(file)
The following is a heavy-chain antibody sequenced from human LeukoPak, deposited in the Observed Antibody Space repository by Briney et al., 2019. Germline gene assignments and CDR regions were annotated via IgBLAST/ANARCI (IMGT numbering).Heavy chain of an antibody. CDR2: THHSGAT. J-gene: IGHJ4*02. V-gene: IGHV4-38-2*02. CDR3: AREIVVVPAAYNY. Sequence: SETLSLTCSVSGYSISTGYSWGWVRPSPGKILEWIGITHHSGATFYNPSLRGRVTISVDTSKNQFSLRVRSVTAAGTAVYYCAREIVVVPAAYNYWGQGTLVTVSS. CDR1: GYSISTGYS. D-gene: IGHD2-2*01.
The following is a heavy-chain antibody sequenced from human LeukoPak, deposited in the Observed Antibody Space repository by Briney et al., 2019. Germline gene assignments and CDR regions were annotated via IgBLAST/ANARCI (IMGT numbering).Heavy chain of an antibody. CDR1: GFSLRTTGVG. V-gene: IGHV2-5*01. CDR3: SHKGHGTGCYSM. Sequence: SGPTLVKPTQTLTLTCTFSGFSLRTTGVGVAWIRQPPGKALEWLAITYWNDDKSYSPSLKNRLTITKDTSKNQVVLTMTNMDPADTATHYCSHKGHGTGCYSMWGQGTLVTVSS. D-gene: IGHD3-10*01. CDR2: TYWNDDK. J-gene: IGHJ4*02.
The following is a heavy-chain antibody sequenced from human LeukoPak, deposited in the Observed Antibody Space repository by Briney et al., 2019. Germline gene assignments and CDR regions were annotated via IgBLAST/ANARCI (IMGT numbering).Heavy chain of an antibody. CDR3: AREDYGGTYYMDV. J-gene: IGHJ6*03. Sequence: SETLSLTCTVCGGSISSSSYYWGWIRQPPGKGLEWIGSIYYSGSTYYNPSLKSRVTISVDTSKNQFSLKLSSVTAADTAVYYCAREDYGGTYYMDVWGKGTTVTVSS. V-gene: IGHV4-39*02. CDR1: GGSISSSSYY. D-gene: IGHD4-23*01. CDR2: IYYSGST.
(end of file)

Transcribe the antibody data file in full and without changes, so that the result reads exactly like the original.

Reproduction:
The following is a heavy-chain antibody sequenced from human LeukoPak, deposited in the Observed Antibody Space repository by Briney et al., 2019. Germline gene assignments and CDR regions were annotated via IgBLAST/ANARCI (IMGT numbering).Heavy chain of an antibody. CDR2: THHSGAT. J-gene: IGHJ4*02. V-gene: IGHV4-38-2*02. CDR3: AREIVVVPAAYNY. Sequence: SETLSLTCSVSGYSISTGYSWGWVRPSPGKILEWIGITHHSGATFYNPSLRGRVTISVDTSKNQFSLRVRSVTAAGTAVYYCAREIVVVPAAYNYWGQGTLVTVSS. CDR1: GYSISTGYS. D-gene: IGHD2-2*01.
The following is a heavy-chain antibody sequenced from human LeukoPak, deposited in the Observed Antibody Space repository by Briney et al., 2019. Germline gene assignments and CDR regions were annotated via IgBLAST/ANARCI (IMGT numbering).Heavy chain of an antibody. CDR1: GFSLRTTGVG. V-gene: IGHV2-5*01. CDR3: SHKGHGTGCYSM. Sequence: SGPTLVKPTQTLTLTCTFSGFSLRTTGVGVAWIRQPPGKALEWLAITYWNDDKSYSPSLKNRLTITKDTSKNQVVLTMTNMDPADTATHYCSHKGHGTGCYSMWGQGTLVTVSS. D-gene: IGHD3-10*01. CDR2: TYWNDDK. J-gene: IGHJ4*02.
The following is a heavy-chain antibody sequenced from human LeukoPak, deposited in the Observed Antibody Space repository by Briney et al., 2019. Germline gene assignments and CDR regions were annotated via IgBLAST/ANARCI (IMGT numbering).Heavy chain of an antibody. CDR3: AREDYGGTYYMDV. J-gene: IGHJ6*03. Sequence: SETLSLTCTVCGGSISSSSYYWGWIRQPPGKGLEWIGSIYYSGSTYYNPSLKSRVTISVDTSKNQFSLKLSSVTAADTAVYYCAREDYGGTYYMDVWGKGTTVTVSS. V-gene: IGHV4-39*02. CDR1: GGSISSSSYY. D-gene: IGHD4-23*01. CDR2: IYYSGST.